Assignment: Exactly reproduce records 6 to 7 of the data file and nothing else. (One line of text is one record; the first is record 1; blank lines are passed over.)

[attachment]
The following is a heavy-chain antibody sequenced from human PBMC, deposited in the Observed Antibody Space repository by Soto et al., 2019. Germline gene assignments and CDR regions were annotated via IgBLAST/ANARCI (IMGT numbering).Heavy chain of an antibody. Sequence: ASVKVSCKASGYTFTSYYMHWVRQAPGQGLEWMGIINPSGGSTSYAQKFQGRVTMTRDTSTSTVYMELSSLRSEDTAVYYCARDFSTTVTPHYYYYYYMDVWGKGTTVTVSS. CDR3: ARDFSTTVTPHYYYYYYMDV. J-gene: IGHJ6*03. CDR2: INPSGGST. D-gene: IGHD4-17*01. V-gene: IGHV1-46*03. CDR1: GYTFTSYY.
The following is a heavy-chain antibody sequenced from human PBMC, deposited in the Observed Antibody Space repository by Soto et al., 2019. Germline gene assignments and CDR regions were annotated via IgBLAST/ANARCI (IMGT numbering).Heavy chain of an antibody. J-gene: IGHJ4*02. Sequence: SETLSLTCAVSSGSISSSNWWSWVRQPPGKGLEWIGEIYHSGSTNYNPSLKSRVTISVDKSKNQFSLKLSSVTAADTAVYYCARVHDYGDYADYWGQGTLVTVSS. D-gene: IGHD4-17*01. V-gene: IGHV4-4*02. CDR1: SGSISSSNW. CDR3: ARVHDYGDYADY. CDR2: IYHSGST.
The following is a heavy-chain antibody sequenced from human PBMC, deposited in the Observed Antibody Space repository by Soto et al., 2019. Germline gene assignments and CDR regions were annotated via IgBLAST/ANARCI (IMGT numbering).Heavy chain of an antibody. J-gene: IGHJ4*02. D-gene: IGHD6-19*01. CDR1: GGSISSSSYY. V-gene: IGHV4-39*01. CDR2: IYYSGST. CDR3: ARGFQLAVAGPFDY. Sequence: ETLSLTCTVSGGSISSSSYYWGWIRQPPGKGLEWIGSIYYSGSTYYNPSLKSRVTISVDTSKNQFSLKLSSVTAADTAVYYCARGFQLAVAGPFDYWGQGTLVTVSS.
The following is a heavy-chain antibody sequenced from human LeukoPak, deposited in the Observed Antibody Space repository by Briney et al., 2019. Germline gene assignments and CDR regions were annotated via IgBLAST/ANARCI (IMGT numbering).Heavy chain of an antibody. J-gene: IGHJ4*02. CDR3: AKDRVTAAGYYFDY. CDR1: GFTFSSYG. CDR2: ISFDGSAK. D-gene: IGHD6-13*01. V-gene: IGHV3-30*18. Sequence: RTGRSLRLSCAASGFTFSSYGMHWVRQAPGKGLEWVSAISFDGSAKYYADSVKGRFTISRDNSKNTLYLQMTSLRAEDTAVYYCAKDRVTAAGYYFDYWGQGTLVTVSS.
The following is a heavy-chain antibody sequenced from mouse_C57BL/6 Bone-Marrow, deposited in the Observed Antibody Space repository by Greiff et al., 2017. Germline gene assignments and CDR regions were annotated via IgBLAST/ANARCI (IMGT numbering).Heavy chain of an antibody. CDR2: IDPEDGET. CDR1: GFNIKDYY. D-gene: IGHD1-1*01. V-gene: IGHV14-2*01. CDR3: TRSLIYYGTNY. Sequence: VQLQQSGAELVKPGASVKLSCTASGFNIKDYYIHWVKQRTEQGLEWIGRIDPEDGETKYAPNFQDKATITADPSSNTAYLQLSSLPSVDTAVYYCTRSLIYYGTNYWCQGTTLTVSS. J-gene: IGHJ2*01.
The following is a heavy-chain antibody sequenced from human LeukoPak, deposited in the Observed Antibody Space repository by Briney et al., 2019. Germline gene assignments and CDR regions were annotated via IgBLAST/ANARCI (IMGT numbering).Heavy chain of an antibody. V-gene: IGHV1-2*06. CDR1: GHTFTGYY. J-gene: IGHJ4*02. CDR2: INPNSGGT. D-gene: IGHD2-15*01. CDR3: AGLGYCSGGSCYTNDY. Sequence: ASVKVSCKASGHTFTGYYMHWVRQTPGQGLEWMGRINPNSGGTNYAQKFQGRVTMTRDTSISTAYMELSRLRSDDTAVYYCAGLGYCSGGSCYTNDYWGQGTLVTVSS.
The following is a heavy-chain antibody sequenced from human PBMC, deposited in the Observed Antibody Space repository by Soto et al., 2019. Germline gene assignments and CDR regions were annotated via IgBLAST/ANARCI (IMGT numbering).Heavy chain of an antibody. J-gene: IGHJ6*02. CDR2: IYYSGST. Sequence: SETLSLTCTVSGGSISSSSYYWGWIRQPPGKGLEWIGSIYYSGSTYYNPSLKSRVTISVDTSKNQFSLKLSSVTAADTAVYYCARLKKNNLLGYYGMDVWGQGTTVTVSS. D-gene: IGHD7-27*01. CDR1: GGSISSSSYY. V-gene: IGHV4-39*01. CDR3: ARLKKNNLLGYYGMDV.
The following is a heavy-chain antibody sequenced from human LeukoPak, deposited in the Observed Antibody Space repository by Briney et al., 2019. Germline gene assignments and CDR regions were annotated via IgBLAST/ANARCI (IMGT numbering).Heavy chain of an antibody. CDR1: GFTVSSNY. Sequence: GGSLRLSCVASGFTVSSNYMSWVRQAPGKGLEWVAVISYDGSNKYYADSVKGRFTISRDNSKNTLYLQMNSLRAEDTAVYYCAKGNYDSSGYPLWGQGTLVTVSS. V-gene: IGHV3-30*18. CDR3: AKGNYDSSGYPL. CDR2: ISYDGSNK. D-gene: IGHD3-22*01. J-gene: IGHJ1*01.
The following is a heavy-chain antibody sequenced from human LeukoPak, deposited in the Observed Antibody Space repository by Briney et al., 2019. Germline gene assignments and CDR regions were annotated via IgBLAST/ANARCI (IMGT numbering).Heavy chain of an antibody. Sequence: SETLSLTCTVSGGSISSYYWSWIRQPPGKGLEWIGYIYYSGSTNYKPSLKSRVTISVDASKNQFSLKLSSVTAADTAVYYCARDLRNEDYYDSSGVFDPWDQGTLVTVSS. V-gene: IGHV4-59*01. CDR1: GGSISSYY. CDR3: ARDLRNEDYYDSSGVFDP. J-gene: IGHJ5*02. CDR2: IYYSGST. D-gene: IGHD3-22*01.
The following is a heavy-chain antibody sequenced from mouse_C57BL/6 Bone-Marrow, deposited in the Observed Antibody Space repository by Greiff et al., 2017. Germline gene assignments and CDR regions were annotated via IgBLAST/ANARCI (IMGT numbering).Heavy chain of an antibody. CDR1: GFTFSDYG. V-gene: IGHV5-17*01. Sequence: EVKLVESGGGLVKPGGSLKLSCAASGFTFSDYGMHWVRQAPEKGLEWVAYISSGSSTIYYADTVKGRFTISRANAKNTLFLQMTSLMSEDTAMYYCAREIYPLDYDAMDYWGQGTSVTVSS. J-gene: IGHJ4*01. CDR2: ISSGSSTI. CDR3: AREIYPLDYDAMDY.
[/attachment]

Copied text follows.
The following is a heavy-chain antibody sequenced from human LeukoPak, deposited in the Observed Antibody Space repository by Briney et al., 2019. Germline gene assignments and CDR regions were annotated via IgBLAST/ANARCI (IMGT numbering).Heavy chain of an antibody. V-gene: IGHV1-2*06. CDR1: GHTFTGYY. J-gene: IGHJ4*02. CDR2: INPNSGGT. D-gene: IGHD2-15*01. CDR3: AGLGYCSGGSCYTNDY. Sequence: ASVKVSCKASGHTFTGYYMHWVRQTPGQGLEWMGRINPNSGGTNYAQKFQGRVTMTRDTSISTAYMELSRLRSDDTAVYYCAGLGYCSGGSCYTNDYWGQGTLVTVSS.
The following is a heavy-chain antibody sequenced from human PBMC, deposited in the Observed Antibody Space repository by Soto et al., 2019. Germline gene assignments and CDR regions were annotated via IgBLAST/ANARCI (IMGT numbering).Heavy chain of an antibody. J-gene: IGHJ6*02. CDR2: IYYSGST. Sequence: SETLSLTCTVSGGSISSSSYYWGWIRQPPGKGLEWIGSIYYSGSTYYNPSLKSRVTISVDTSKNQFSLKLSSVTAADTAVYYCARLKKNNLLGYYGMDVWGQGTTVTVSS. D-gene: IGHD7-27*01. CDR1: GGSISSSSYY. V-gene: IGHV4-39*01. CDR3: ARLKKNNLLGYYGMDV.